Taking Absurd Theories Seriously 3 essays on Rational Choice Theory and Welfare Analysis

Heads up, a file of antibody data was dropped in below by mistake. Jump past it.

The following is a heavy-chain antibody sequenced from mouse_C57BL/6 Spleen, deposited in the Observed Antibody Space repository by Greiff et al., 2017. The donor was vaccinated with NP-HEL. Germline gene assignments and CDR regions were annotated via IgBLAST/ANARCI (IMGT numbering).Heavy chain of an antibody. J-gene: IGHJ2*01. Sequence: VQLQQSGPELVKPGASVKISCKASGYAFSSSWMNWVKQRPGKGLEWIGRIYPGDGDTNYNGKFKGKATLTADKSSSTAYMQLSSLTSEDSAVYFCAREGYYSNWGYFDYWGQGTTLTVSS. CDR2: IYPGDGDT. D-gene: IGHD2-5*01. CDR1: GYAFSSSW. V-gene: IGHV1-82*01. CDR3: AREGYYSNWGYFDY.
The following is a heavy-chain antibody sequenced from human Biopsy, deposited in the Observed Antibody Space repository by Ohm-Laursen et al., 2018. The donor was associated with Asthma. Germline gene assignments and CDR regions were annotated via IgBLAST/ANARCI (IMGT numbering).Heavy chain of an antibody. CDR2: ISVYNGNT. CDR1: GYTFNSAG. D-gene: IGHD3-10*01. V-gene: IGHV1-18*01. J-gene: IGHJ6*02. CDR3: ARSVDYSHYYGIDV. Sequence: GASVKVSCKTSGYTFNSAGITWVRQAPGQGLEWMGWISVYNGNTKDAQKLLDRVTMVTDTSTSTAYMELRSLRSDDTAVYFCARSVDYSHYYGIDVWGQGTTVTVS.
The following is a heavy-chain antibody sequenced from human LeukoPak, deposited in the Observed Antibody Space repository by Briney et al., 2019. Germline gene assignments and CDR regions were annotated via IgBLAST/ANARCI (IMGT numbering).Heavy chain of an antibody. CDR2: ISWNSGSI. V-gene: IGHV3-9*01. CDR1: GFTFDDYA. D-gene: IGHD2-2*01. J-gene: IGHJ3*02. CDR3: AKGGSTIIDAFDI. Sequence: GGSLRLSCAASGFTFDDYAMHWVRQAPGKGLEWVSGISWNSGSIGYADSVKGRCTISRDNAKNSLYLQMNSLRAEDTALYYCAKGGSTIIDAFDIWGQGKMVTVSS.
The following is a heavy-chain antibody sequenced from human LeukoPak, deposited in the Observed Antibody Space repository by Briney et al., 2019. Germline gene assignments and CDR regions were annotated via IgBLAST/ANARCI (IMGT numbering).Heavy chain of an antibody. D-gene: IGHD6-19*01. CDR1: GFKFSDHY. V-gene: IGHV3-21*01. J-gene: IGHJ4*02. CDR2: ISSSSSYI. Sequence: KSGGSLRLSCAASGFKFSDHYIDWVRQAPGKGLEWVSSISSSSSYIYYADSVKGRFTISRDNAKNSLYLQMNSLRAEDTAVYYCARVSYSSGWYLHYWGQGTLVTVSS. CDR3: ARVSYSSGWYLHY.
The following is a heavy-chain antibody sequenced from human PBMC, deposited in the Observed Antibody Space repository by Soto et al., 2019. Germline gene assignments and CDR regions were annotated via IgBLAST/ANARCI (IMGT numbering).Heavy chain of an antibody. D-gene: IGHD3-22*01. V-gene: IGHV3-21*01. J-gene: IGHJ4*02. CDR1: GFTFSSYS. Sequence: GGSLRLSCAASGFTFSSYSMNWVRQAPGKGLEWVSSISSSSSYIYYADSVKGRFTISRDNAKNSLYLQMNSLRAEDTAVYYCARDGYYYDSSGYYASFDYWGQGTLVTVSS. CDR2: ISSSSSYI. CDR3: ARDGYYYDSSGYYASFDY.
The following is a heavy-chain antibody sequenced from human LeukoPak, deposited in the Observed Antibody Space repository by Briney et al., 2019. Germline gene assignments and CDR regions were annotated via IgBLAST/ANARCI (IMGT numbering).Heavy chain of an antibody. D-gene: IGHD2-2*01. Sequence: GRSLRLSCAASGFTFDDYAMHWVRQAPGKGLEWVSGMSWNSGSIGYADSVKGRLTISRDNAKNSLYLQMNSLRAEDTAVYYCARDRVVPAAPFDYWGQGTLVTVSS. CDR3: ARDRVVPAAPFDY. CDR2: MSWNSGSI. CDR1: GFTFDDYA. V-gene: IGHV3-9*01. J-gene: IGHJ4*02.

The effects of public policies on the welfare of different groups in society are in many cases unclear. Economists often study such effects through welfare analyses based on a mathematical model of an individual decision maker. I show for the case of Rational Addiction theory that we have both theoretical and empirical reasons to think that the model fails to reflect the welfare of real people. I argue that the acceptance and standing of the theory is due to a failure to apply relevant criteria when evaluating such welfare analyses, that this failure makes the profession take absurd theories seriously, and that such welfare analyses should therefore be treated with scepticism and great care.
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